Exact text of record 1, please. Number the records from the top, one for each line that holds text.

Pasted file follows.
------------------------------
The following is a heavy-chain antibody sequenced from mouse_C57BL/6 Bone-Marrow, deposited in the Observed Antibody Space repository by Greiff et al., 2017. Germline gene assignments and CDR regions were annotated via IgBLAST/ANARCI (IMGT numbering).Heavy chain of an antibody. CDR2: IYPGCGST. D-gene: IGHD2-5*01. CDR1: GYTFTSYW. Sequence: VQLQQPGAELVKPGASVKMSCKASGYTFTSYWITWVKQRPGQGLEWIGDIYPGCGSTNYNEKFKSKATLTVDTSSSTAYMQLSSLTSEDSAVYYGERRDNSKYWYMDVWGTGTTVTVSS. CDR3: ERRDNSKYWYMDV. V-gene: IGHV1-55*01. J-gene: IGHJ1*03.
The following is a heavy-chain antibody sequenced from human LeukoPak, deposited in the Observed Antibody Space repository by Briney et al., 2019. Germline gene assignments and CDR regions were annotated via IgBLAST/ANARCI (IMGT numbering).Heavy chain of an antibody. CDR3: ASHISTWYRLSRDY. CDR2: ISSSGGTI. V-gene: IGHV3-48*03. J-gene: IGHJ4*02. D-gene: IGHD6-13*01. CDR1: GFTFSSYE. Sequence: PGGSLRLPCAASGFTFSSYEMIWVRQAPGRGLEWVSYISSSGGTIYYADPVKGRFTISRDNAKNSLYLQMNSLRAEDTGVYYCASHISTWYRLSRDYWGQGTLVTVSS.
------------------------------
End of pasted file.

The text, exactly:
The following is a heavy-chain antibody sequenced from mouse_C57BL/6 Bone-Marrow, deposited in the Observed Antibody Space repository by Greiff et al., 2017. Germline gene assignments and CDR regions were annotated via IgBLAST/ANARCI (IMGT numbering).Heavy chain of an antibody. CDR2: IYPGCGST. D-gene: IGHD2-5*01. CDR1: GYTFTSYW. Sequence: VQLQQPGAELVKPGASVKMSCKASGYTFTSYWITWVKQRPGQGLEWIGDIYPGCGSTNYNEKFKSKATLTVDTSSSTAYMQLSSLTSEDSAVYYGERRDNSKYWYMDVWGTGTTVTVSS. CDR3: ERRDNSKYWYMDV. V-gene: IGHV1-55*01. J-gene: IGHJ1*03.